Perhaps the most startling aspect of the Supreme Court opinions in McDonald v. Chicago was the dissenters’ assault on District of Columbia v. Heller. Not only did Justice Stephen G. Breyer vote against extending the Second Amendment to state and local governments, he also argued forcefully and at length for overturning Heller and, therefore, for turning the Second Amendment into a practical nullity. Ominously, Justice Sonia Sotomayor joined the Breyer dissent – contradicting what she told the U.S. Senate and the American people last summer.
Media Matters does not dispute the view that Kagan will vote like Sotomayor. Maybe they agree with Sotomayor that Heller is precedent based on faulty reasoning and an incorrect read of the historical record of the 2nd Amendment. Conservatives believe that Americans have a natural right to own a firearm and the Constitution recognizes that natural right in the 2nd Amendment. Does Media Matters subscribe to that view? I doubt it. They are attempting to redefine the 2nd Amendment in a manner that allows individuals like Elena Kagan to qualify as pro-Second Amendment. They believe that the 2nd Amendment recognizes the right of states to raise a milita and no more. If liberals interpretation of the Second Amendment was the law of the land, there would be no right for individuals to have a firearm for self-protection. If Elena Kagan is elevated to the Supremes, is there any doubt that she would vote for a restrictive interpretation of the 2nd Amendment? There is no evidence to believe otherwise.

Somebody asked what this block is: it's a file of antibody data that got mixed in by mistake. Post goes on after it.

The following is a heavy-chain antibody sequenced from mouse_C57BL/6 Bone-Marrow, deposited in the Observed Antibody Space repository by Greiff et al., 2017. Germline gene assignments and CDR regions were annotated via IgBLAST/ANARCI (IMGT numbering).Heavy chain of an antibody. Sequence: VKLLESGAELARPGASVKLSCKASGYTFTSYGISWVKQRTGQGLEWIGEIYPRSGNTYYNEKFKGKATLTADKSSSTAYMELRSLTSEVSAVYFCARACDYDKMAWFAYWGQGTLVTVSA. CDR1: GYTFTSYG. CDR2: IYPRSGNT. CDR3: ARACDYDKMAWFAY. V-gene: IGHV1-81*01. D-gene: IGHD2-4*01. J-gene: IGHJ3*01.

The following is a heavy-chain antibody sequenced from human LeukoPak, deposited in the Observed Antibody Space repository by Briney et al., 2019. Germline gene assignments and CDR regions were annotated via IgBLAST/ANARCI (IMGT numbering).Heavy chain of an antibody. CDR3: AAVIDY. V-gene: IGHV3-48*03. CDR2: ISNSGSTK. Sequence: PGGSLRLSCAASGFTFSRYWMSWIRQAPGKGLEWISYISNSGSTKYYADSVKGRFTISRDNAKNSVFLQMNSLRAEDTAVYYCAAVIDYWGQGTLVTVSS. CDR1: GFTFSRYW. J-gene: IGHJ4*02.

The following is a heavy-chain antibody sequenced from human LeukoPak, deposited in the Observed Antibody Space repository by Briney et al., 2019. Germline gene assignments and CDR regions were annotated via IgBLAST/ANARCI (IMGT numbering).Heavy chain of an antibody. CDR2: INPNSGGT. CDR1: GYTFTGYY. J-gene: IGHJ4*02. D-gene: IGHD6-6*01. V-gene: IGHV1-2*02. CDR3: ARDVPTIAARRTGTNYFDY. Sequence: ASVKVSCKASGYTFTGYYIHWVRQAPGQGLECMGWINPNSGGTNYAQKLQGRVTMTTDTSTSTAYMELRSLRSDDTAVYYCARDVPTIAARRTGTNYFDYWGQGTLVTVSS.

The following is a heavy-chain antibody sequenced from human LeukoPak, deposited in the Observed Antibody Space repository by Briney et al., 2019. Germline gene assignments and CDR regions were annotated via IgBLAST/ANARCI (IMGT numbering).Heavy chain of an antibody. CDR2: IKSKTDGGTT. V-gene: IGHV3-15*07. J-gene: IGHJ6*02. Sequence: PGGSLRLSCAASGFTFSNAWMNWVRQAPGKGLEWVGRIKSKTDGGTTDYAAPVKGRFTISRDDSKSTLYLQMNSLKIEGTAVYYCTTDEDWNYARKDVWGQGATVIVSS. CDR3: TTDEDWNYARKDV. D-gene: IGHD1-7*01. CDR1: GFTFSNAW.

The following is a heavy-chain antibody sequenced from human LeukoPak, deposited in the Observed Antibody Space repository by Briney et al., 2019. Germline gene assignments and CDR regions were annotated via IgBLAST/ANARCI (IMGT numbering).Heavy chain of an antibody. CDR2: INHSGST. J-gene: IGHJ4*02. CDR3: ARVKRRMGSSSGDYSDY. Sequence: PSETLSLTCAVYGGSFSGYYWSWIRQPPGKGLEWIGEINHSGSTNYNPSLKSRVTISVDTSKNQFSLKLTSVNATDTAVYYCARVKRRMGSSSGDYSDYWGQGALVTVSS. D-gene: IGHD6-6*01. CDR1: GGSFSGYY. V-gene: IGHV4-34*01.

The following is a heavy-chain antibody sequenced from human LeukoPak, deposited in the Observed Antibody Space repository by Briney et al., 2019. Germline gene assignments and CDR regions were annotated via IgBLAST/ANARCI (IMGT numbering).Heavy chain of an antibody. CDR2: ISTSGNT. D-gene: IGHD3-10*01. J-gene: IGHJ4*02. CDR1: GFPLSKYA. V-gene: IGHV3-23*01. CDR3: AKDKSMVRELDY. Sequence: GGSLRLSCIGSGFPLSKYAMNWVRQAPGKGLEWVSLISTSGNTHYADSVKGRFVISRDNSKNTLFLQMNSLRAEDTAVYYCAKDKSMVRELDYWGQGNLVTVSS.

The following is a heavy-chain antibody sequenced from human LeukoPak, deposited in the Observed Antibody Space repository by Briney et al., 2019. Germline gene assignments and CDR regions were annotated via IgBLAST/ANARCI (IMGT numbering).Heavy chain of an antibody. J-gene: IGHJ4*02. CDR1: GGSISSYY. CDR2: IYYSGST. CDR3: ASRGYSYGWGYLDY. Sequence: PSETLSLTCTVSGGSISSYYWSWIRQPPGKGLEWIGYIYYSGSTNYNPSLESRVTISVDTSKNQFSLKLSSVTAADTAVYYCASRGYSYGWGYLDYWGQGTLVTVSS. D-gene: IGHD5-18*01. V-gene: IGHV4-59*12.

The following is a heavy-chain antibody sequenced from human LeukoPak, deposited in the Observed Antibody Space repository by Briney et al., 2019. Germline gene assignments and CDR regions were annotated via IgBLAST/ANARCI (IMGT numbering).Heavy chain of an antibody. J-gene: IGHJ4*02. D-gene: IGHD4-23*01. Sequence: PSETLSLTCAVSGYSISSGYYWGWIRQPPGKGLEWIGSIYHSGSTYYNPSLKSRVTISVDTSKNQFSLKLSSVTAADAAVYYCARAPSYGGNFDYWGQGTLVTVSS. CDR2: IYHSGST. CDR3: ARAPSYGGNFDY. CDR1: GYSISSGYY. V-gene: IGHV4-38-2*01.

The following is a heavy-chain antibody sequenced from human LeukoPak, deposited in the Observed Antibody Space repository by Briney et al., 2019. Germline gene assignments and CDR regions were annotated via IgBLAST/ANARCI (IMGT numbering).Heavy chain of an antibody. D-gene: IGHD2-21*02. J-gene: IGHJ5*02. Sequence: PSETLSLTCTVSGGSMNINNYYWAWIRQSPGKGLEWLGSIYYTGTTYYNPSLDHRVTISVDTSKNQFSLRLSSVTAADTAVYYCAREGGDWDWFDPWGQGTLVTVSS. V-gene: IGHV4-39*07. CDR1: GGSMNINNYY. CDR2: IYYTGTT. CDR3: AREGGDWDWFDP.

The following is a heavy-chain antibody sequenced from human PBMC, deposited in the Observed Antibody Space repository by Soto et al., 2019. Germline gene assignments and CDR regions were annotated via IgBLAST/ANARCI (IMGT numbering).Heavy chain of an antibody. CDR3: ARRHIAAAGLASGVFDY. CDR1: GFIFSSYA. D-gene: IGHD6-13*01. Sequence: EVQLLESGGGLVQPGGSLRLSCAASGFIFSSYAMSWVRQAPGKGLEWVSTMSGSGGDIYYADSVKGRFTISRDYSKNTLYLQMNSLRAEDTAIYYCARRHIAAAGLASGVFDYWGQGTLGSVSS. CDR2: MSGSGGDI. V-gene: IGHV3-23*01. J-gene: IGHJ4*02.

If you study the below give and take between Senator Grassley and Elena Kagan, there is further evidence that she is unwilling to discuss her personal views of the 2nd Amendment.